It’s extraordinary how much tap water we use, compared with what we drink. According to the European Commission, the average EU citizen consumes 106 litres of bottled water per year. Most of us use more tap water than that in a DAY. The average in Italy, Bulgaria, Croatia, Greece, Ireland and the United Kingdom is 150 litres or more per day.

A European Commission public consultation in 2015 identified the proportion of Europeans always using tap water for particular purposes as:

• 95% for washing and personal hygiene

• 84% for cooking, directly from the tap

• 53% for drinking, directly from the tap

• 10% for drinking, after filtering it.

Over 80% said there is good access to quality drinking water where they live.

“Only 20% find drinking water outside of their home country acceptable.”

The previous European Parliament voted to improve drinking water quality and access, including free fountains in public spaces and free tap water in restaurants.

A European Parliament news statement dated 19 October 2018 states: “According to the European Commission, access to better quality water could reduce bottled water consumption by 17%. Less bottled water would help people save money and also have a positive impact on the environment, by reducing CO2 emissions and plastic waste.”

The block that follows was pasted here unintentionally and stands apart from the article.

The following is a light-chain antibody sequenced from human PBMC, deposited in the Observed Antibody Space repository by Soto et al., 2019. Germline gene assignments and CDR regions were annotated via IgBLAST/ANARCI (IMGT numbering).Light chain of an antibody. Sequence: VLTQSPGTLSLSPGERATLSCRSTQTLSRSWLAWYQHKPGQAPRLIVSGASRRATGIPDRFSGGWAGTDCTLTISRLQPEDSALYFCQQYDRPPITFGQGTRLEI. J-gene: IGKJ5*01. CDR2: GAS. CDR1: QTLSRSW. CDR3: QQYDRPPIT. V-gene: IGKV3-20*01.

It’s great to improve tap water quality and access, but not to target bottled water.

• Bottled water has a far lower environmental impact than all other packaged drinks as well as being healthy.

• I have also long contended that the full comparable cost of tap water for drinking is not dissimilar to that of cheaper, local bottled waters.

Out of all food and drink new product launches in the US that completed their first full year in 2018, drinks accounted for 8 of the top 10 in convenience stores, according to the latest IRI Pacesetters analysis.